Fed Chair Powell Telegraphs the Perfect Storm for Wall Street’s Megabanks: Rapid Rate Hikes Hitting $234 Trillion in Derivatives

By Pam Martens and Russ Martens: April 25, 2022

Federal Reserve Building in Washington, D.C.

Federal Reserve Building in Washington, D.C.

The Federal Reserve (the Fed) is the central bank of the United States. It sets monetary policy, including control of the benchmark short-term interest rate known as the Federal Funds rate, or in Wall Street jargon, the “Fed Funds” rate. This is a key rate because it signals the rate at which overnight loans are made between financial institutions and the direction of interest rates in general.

Unfortunately, over time, the Fed has also been granted a supervisory role by Congress over Wall Street’s megabanks alongside its ability to bail them out when its crony brand of supervision fails. There was an epic failure in the Fed’s supervision of the Wall Street megabanks in the leadup to the 2008 financial crash and the September 2019 repo blowup. In both cases, the Fed made trillions of dollars in cumulative loans at below-market interest rates to the trading units of these megabanks in order to resuscitate them and cover up its own failure to properly supervise the banks.

The convulsions the stock market experienced last Thursday and Friday, that investors will continue to witness in the days ahead, are inextricably tied to the failure of Congress to strip the Fed of a supervisory role over these global megabanks.

There is no better snapshot of the Fed’s failure as a banking supervisor than this one fact that is called out every quarter in the Office of the Comptroller of the Currency’s Report on Bank Trading and Derivative Activities. Table 14 of this report (see page 19) shows that the 25 largest bank holding companies in the U.S. are sitting on $234 trillion notional (face amount) in derivatives but just five bank holding companies are responsible for $200.18 trillion of that exposure or 86 percent of the total. Those mega bank holding companies are: JPMorgan Chase (ticker JPM), Citigroup (C), Goldman Sachs (GS), Morgan Stanley (MS) and Bank of America (BAC).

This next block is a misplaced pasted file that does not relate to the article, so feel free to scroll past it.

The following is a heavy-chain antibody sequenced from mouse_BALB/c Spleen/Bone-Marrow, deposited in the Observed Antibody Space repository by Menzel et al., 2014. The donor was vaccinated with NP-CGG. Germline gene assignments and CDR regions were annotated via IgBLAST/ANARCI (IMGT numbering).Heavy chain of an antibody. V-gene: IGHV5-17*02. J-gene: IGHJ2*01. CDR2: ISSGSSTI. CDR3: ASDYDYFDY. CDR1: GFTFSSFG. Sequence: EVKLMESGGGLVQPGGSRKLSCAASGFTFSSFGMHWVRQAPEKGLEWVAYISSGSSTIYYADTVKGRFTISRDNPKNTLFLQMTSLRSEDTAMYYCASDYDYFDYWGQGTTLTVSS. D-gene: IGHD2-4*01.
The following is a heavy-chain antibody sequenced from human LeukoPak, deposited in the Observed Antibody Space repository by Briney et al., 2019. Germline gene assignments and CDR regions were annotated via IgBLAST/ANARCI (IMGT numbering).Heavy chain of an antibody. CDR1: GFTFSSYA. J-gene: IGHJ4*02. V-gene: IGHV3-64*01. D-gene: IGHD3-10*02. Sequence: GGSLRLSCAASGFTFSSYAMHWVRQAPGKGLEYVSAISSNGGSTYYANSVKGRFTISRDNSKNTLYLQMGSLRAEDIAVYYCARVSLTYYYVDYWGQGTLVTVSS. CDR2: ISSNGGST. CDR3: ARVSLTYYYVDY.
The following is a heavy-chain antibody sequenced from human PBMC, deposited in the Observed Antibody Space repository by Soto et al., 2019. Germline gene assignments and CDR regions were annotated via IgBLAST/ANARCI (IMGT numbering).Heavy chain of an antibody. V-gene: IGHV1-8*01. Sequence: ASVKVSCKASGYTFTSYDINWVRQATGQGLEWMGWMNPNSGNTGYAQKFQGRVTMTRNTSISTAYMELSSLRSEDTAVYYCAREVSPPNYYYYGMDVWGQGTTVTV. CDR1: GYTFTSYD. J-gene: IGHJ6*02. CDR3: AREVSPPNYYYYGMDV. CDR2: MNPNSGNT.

The table also clearly shows that the most dangerous form of these derivatives – the same credit derivatives that blew up Wall Street in 2008 – are also concentrated at those same five bank holding companies.

But here’s what this quarterly report – or any other federal supervisory report – does not tell the public. It does not provide the names of the financial institutions that are on the other side of those derivative bets. To ferret out those names, one has to do independent research and watch stock market action. (More on that in a moment.)

Last Thursday, the delicate dance that Fed Chair Jerome Powell has been doing with Wall Street’s ticking derivatives time bombs, out-of-control inflation, and the Fed’s tardiness in raising rates spilled out during a panel discussion moderated by CNBC news anchor Sara Eisen. Present on the panel were the following: European Central Bank President Christine Lagarde; International Monetary Fund Managing Director Kristalina Georgieva; Federal Reserve Chair (Pro Tempore) Jerome Powell; the Finance Minister of Indonesia, Sri Mulyani Indrawati; and (virtually) the Prime Minister of Barbados, Mia Mottley. (Powell is serving as Chair Pro Tempore because he has yet to be confirmed for his second term as Fed Chair by the full Senate.)

The exchange that sent the stock market plunging went as follows between Eisen and Powell:

Eisen: “The market has three 50 basis point hikes coming at the next three meetings as of this morning. Is that reasonable?”

Powell: “So, I try not to comment on specific market pricing for things, but I will just say this: at our last meeting – and this was in the minutes of the meeting – many on the committee thought it would be appropriate for there to be one or more 50 basis point hikes.”

Eisen: “Were you one of those people?”

Powell: “I don’t disclose my own path. I try to lead the Committee. So, I think markets are processing what we’re saying; they’re reacting appropriately – generally. But I wouldn’t want to bless any particular market pricing. The thing I want to say, though, is we really are committed to using our tools to get 2 percent inflation back and I think, for example, if you look at the last tightening cycle, which was a two-year string of 25 basis point hikes from 2004 to 2006, inflation was a little over 3 percent. So inflation’s much higher now and our policy rate is still more accommodative than it was then. So it is appropriate in my view to be moving more quickly.

“And I also think there’s something in the idea of front-end loading whatever accommodation one thinks is appropriate. So that points in the direction of 50 basis points being on the table certainly.

“We make these decisions at the meeting and we’ll make them meeting by meeting but I would say that 50 basis points will be on the table for the May meeting.”

You can watch the full exchange at this link. The above back and forth between Eisen and Powell begins at 9:33 on the video.

By the closing bell on Thursday, April 21, the Dow Jones Industrial Average had fallen 368 points on Powell’s remarks. The market reflected further on those remarks and plunged by another 981 points on Friday, April 22, for a total two-day wipeout of 1,349 points in the Dow.

The mega banks that are known to have the bulk of the derivative exposure were hit hard in the selloff on Friday, as was the German global bank, Deutsche Bank, which is known to be a counterparty to derivatives on Wall Street. Also reported to have derivative exposure to Wall Street are insurance companies AIG, Metropolitan Life (MET), Prudential Financial (PRU), Ameriprise Financial (AMP) and Lincoln National (LNC). The chart above shows how the stocks of these financial institutions performed in Friday’s selloff.

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